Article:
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Med J Aust. 1991 Jan 21;154(2):99-104.

Flinders Island spotted fever: a newly recognised endemic focus of tick typhus in Bass Strait. Part 2. Serological investigations.

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1
Department of Clinical Pathology, Fairfield Infectious Diseases Hospital, VIC.

Abstract

Twenty-six cases of a spotted-fever-like illness have been identified on Flinders Island, Tasmania, over a 17 year period. These patients and 335 healthy persons from the island were investigated serologically using the Weil-Felix agglutination test (Proteus sp. antigens OX2, OX19, OXK) and rickettsia-specific microimmunofluorescence. The antigens used in these latter tests comprised one member of the typhus group (Rickettsia typhi) and three members of the spotted fever group (Rickettsia rickettsii, Rickettsia australis and Rickettsia conorii). Patients with Flinders Island spotted fever showed a higher prevalence of positive reactions to the Weil-Felix tests (with OX2 and OX19 antigens) and a higher prevalence of positive results to rickettsia-specific serological tests (with the exception of antibodies to Rickettsia typhi) than did healthy persons; OX2 (36% v. less than 1%); OX19 (36% v. less than 1%); Rickettsia rickettsii (42% v. 1%); Rickettsia australis (46% v. 1%); Rickettsia conorii (42% v. 1%); Rickettsia typhi (4% v. 4%). In seven of the 26 patients (27%) seroconversion was demonstrated by means of Weil-Felix tests, confirming recent infection. In six of these patients seroconversion was also demonstrated in rickettsia-specific tests. Although these results support the clinical evidence that the illness on Flinders Island is caused by a rickettsia of the spotted fever group, the aetiological agent remains to be isolated.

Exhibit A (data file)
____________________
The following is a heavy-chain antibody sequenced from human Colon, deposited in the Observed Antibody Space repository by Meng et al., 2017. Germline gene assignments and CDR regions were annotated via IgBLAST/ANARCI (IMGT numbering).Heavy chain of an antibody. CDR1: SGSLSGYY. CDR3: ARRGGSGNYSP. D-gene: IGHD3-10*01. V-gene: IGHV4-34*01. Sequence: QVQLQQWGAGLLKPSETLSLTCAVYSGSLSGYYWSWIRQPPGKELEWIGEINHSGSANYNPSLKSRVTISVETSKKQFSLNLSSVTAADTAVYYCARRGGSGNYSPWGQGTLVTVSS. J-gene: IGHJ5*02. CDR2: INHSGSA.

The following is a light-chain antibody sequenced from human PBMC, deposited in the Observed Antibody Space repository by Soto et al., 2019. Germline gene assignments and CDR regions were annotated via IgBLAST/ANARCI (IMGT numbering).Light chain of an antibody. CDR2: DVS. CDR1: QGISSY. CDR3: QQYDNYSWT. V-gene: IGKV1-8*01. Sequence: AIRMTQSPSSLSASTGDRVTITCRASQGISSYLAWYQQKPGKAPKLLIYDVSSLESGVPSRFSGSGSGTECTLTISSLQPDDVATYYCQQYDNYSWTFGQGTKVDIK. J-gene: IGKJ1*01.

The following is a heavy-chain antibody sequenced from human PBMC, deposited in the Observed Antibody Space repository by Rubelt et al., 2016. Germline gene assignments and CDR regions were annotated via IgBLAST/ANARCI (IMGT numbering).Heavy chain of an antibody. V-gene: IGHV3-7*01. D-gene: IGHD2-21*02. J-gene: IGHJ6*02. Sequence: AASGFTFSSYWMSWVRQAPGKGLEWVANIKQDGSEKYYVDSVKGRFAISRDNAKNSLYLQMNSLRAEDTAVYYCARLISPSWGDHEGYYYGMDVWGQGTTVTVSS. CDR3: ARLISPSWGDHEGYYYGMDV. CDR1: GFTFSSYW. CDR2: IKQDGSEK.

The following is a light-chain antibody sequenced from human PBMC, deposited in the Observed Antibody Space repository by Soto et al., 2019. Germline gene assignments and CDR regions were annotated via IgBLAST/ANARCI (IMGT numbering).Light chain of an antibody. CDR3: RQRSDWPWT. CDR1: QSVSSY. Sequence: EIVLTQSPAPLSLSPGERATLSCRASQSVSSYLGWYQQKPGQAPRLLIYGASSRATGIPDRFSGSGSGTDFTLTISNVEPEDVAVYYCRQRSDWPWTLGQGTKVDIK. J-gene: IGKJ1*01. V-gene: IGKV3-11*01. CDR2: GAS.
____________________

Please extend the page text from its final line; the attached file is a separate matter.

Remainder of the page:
PMID:
1898756
[Indexed for MEDLINE]

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